In Linguistics, we observe how parts of language behave. When we find a set of words that all behave similarly, we can group them into a category, specifically, into a syntactic category. You might have learned about some of these categories as “parts of speech”. This unit gives an overview of the behaviour of the biggest categories.
You’ve probably learned that nouns are words that describe a person, place or thing. But when we’re studying morphology and syntax, we categorize words according to their behaviour, not according to their meaning.There are two elements to a word’s behaviour:
- What inflectional morphemes does the word take?
- What is the word’s syntactic distribution? In other words, what position does it occupy in a sentence?
What behaviour can we observe that allows us to categorize words as nouns? Looking at the inflectional morphology, we observe that most nouns in English have a singular and a plural form:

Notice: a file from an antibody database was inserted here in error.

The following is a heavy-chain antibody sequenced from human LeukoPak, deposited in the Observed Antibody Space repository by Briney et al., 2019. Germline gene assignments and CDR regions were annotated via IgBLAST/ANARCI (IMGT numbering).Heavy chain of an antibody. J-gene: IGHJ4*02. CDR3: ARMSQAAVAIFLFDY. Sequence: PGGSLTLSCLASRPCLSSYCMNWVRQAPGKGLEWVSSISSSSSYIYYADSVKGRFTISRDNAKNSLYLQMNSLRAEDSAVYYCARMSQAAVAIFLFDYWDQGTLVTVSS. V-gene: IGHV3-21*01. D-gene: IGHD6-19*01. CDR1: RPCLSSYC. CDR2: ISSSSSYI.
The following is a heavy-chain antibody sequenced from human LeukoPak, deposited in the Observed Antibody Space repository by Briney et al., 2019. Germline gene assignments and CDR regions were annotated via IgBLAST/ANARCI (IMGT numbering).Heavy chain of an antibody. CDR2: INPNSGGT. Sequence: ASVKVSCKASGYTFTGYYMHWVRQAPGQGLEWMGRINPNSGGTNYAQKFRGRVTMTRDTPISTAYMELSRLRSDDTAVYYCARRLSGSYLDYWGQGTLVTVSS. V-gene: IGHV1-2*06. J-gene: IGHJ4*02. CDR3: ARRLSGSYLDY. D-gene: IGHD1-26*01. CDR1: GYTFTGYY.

English uses a plural morpheme on a noun to indicate that there is more than one of something. But there is a subcategory of nouns that don’t have plural forms. Mass nouns like rice, water, money, oxygen refer to things that aren’t really countable, so the nouns don’t get pluralized. Nouns that refer to abstract things (such as justice, beauty, happiness) behave like mass nouns too. If they don’t have plural forms, why do we group them into the larger category of nouns? It’s because their syntactic distribution behaves like that of count nouns. Most English nouns, singular, plural, or mass, can appear in a phrase following the word the:
|the tree, the trees|
|the book, the books|
|the song, the songs|
|the idea, the ideas|
|the goal, the goals|
|the beauty (e.g., the beauty of the scenery)|
|the happiness (e.g., the happiness of the children)|